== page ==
• Let The Record Show: Mapping Queer Art and Activism in New York City, 1986-1995

    Author:
    Tara Burk
    Year of Dissertation:
    2015
    Program:
    Art History
    Advisor:
    Kevin Murphy
    Abstract:

    Although scholars increasingly scrutinize late twentieth-century American art produced in relation to social movements organized around feminism, anti-racist politics, health activism, and LGBTQ (lesbian, gay, bisexual, transgender, queer) identity, scholars usually fail to address the importance of printed ephemera as a medium of artistic expression. Within art history, an oversight of the structural capabilities of ephemera (i.e. its different modes of recirculation, its impact on the mobilization of activist projects, and the ways in which its placement and distribution can transform spaces) makes it difficult to grasp the full scope of artists' contribution to social movements and broader social moments such as the culture wars. This dissertation counteracts the privileging of video art in accounts of AIDS activist art and introduces visual ephemera as an innovative and influential medium by examining three art activist collectives that represent distinct phases of artistic expression and modes of address. First, the Silence=Death Project, which created an eponymous poster in 1986 to unify and mobilize an activist response to the AIDS crisis. Second, Gran Fury produced sex positive imagery and changed media representations of people with AIDS, and homosexuals in general. The work of these two collectives contributed to the groundswell of sex positive, confrontational activities that emerged around the AIDS activism of ACT UP (the AIDS Coalition to Unleash Power formed in New York in 1987). As a result in the early 1990s activism focused more broadly on sexuality, rather than exclusively on HIV/AIDS, emerged in the groups Queer Nation and Dyke Action Machine, explored in chapter 3. The lesbian public art collective fierce pussy, discussed in chapter 4, offered a feminist and lesbian critique of both queer and mainstream representational politics in the 1990s. Finally, the concluding chapter serves as an epilogue and looks at the individual practices of two artists associated with these groups (Gregg Bordowitz and Zoe Leonard) and a late work by fierce pussy. By placing the output of these collectives within the socio-historic, cultural, and aesthetic contexts of New York in the 1980s-1990s, this dissertation is a case study of political art during the divisive culture wars of the late twentieth century.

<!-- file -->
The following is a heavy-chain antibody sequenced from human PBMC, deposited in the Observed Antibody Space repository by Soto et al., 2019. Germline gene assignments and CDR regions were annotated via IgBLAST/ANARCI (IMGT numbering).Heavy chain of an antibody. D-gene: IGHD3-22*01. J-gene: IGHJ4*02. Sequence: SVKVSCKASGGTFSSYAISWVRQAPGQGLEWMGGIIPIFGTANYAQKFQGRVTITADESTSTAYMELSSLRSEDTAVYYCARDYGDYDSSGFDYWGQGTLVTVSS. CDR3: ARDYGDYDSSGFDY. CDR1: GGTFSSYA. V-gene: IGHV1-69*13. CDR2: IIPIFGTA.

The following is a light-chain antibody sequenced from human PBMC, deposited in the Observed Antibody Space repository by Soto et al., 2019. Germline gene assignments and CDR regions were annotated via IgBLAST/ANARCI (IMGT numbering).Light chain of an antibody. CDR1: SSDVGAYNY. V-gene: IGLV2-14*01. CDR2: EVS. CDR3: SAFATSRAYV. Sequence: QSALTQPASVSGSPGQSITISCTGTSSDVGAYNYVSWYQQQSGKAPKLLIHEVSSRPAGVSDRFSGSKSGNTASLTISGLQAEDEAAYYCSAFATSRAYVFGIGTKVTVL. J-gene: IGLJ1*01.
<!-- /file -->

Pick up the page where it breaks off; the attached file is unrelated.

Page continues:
• Unfamiliar Streets: The Photographs of Richard Avedon, Charles Moore, Martha Rosler, and Philip-Lorca diCorcia

    Author:
    Katherine Bussard
    Year of Dissertation:
    2009
    Program:
    Art History
    Advisor:
    Geoffrey Batchen
    Abstract:

    This dissertation begins from the premise that the streets of street photography matter. Streets are considered here as both sites and subjects for this genre of photography. Such an analysis demonstrates that streets are specific cultural, political, economic, and social environments, and that street photography often anticipates the affective quality of their reception by viewers. A key aim of this dissertation is to articulate a much-needed alternative to the dominant discourse on street photography as codified by Henri Cartier-Bresson, canonized by Garry Winogrand, and uncontested in most existing scholarship on the genre. Without spontaneity, speed, instantaneity, stealth, and mobility guiding the discussion, it becomes possible to redirect the terms of that discourse and to acknowledge that the construction and production of many street photographs corresponds--or fails to correspond--to the ways in which the street both frames and determines urban experience. Case-study chapters on the photographs of Richard Avedon, Charles Moore, Martha Rosler, and Philip-Lorca diCorcia address the historical dynamics that animated and complicated the specific city streets that serve as their sites and subjects. Published during the heyday of postwar consumerism, Avedon's late 1940s photographs for Harper's Bazaar utilize Parisian streets as deliberate locations of material desire and trade on a nostalgic image of that city. Moore's photo essay for Life magazine on the civil rights demonstrations in Birmingham in 1963 capitalizes on widespread awareness of the street as a site of political protest at the outset of a decade that would make the two synonymous. Rosler's removal of human subjects from street photography in her seminal work, The Bowery in Two Inadequate Descriptive Systems (1974-75), prompts the viewer's negotiation and reevaluation of urban poverty and homelessness. And diCorcia's projects in Times Square have yielded street photographs that unite the social and architectural space of urban change in America's most iconic public square. Taken together, the work by these four photographers provides not only a generational span across postwar American street photography; it offers a survey of types of street photography that diversify, expand, and complicate the existing discourse, thereby necessarily changing the practice of the genre's history.

  • Boom and Dust: The Rise of Latin American and Latino Art in New York Exhibitions Spaces and the Auction House Market, 1970s-1980s